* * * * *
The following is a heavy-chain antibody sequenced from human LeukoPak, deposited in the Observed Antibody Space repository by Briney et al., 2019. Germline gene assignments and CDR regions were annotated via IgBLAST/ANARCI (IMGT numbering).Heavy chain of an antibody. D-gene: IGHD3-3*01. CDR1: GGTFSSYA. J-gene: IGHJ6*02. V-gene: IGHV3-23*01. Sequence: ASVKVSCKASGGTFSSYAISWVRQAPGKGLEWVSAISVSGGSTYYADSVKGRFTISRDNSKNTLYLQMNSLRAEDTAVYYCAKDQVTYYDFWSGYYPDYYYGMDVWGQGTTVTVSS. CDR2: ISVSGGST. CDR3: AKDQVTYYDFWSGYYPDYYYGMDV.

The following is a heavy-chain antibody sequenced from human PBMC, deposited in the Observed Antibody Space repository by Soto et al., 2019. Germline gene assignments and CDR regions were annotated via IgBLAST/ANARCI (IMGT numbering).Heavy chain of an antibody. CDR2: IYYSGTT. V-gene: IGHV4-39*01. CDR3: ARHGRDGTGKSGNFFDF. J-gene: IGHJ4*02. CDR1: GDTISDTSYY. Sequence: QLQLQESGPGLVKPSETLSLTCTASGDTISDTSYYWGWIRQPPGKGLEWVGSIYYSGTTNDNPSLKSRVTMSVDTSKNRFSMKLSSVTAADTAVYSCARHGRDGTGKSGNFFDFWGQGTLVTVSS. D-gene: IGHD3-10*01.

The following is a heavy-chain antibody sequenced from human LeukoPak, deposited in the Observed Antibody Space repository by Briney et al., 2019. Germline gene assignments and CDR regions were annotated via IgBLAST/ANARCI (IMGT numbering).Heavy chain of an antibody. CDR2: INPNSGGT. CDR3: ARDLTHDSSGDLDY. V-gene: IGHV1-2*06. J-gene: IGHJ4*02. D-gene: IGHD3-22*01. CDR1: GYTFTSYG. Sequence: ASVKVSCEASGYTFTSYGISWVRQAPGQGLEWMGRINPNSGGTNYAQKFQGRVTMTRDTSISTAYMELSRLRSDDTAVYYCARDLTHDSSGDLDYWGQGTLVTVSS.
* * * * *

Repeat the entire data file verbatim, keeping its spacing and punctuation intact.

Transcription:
The following is a heavy-chain antibody sequenced from human LeukoPak, deposited in the Observed Antibody Space repository by Briney et al., 2019. Germline gene assignments and CDR regions were annotated via IgBLAST/ANARCI (IMGT numbering).Heavy chain of an antibody. D-gene: IGHD3-3*01. CDR1: GGTFSSYA. J-gene: IGHJ6*02. V-gene: IGHV3-23*01. Sequence: ASVKVSCKASGGTFSSYAISWVRQAPGKGLEWVSAISVSGGSTYYADSVKGRFTISRDNSKNTLYLQMNSLRAEDTAVYYCAKDQVTYYDFWSGYYPDYYYGMDVWGQGTTVTVSS. CDR2: ISVSGGST. CDR3: AKDQVTYYDFWSGYYPDYYYGMDV.

The following is a heavy-chain antibody sequenced from human PBMC, deposited in the Observed Antibody Space repository by Soto et al., 2019. Germline gene assignments and CDR regions were annotated via IgBLAST/ANARCI (IMGT numbering).Heavy chain of an antibody. CDR2: IYYSGTT. V-gene: IGHV4-39*01. CDR3: ARHGRDGTGKSGNFFDF. J-gene: IGHJ4*02. CDR1: GDTISDTSYY. Sequence: QLQLQESGPGLVKPSETLSLTCTASGDTISDTSYYWGWIRQPPGKGLEWVGSIYYSGTTNDNPSLKSRVTMSVDTSKNRFSMKLSSVTAADTAVYSCARHGRDGTGKSGNFFDFWGQGTLVTVSS. D-gene: IGHD3-10*01.

The following is a heavy-chain antibody sequenced from human LeukoPak, deposited in the Observed Antibody Space repository by Briney et al., 2019. Germline gene assignments and CDR regions were annotated via IgBLAST/ANARCI (IMGT numbering).Heavy chain of an antibody. CDR2: INPNSGGT. CDR3: ARDLTHDSSGDLDY. V-gene: IGHV1-2*06. J-gene: IGHJ4*02. D-gene: IGHD3-22*01. CDR1: GYTFTSYG. Sequence: ASVKVSCEASGYTFTSYGISWVRQAPGQGLEWMGRINPNSGGTNYAQKFQGRVTMTRDTSISTAYMELSRLRSDDTAVYYCARDLTHDSSGDLDYWGQGTLVTVSS.